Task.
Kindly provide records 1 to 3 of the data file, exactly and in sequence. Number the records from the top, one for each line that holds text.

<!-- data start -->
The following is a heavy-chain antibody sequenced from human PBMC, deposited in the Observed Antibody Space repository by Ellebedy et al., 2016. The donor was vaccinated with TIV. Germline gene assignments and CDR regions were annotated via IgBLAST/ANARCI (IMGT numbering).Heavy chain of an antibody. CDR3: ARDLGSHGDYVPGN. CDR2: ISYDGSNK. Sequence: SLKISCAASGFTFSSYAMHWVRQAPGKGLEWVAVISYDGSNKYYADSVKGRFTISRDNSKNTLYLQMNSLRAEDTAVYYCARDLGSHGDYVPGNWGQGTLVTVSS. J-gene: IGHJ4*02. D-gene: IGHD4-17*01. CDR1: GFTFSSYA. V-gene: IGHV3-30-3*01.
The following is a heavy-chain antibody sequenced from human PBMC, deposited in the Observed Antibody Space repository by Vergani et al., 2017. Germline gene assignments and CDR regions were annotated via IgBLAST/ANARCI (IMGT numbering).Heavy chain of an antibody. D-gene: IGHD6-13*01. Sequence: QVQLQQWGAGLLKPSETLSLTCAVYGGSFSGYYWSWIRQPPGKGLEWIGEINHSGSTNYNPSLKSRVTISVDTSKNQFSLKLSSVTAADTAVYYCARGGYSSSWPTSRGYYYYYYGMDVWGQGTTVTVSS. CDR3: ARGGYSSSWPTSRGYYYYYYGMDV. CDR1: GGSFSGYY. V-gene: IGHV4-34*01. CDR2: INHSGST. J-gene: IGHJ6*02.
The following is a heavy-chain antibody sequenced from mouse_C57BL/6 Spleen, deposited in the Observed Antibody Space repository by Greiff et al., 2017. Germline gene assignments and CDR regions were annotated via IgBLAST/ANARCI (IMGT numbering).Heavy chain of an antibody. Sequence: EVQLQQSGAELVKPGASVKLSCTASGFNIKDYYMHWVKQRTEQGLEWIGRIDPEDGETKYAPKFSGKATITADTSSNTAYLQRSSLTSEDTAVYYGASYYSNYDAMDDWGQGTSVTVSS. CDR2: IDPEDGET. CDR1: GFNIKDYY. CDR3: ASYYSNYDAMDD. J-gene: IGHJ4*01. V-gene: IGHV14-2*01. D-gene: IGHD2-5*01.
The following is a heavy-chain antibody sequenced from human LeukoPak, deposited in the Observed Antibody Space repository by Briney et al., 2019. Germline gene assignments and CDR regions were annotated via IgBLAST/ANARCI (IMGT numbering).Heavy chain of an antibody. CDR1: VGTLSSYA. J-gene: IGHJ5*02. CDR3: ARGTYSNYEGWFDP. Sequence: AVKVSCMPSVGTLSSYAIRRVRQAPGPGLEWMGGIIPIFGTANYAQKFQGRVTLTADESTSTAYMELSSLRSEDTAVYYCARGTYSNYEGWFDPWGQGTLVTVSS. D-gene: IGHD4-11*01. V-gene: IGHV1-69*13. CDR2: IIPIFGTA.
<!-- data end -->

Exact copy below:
The following is a heavy-chain antibody sequenced from human PBMC, deposited in the Observed Antibody Space repository by Ellebedy et al., 2016. The donor was vaccinated with TIV. Germline gene assignments and CDR regions were annotated via IgBLAST/ANARCI (IMGT numbering).Heavy chain of an antibody. CDR3: ARDLGSHGDYVPGN. CDR2: ISYDGSNK. Sequence: SLKISCAASGFTFSSYAMHWVRQAPGKGLEWVAVISYDGSNKYYADSVKGRFTISRDNSKNTLYLQMNSLRAEDTAVYYCARDLGSHGDYVPGNWGQGTLVTVSS. J-gene: IGHJ4*02. D-gene: IGHD4-17*01. CDR1: GFTFSSYA. V-gene: IGHV3-30-3*01.
The following is a heavy-chain antibody sequenced from human PBMC, deposited in the Observed Antibody Space repository by Vergani et al., 2017. Germline gene assignments and CDR regions were annotated via IgBLAST/ANARCI (IMGT numbering).Heavy chain of an antibody. D-gene: IGHD6-13*01. Sequence: QVQLQQWGAGLLKPSETLSLTCAVYGGSFSGYYWSWIRQPPGKGLEWIGEINHSGSTNYNPSLKSRVTISVDTSKNQFSLKLSSVTAADTAVYYCARGGYSSSWPTSRGYYYYYYGMDVWGQGTTVTVSS. CDR3: ARGGYSSSWPTSRGYYYYYYGMDV. CDR1: GGSFSGYY. V-gene: IGHV4-34*01. CDR2: INHSGST. J-gene: IGHJ6*02.
The following is a heavy-chain antibody sequenced from mouse_C57BL/6 Spleen, deposited in the Observed Antibody Space repository by Greiff et al., 2017. Germline gene assignments and CDR regions were annotated via IgBLAST/ANARCI (IMGT numbering).Heavy chain of an antibody. Sequence: EVQLQQSGAELVKPGASVKLSCTASGFNIKDYYMHWVKQRTEQGLEWIGRIDPEDGETKYAPKFSGKATITADTSSNTAYLQRSSLTSEDTAVYYGASYYSNYDAMDDWGQGTSVTVSS. CDR2: IDPEDGET. CDR1: GFNIKDYY. CDR3: ASYYSNYDAMDD. J-gene: IGHJ4*01. V-gene: IGHV14-2*01. D-gene: IGHD2-5*01.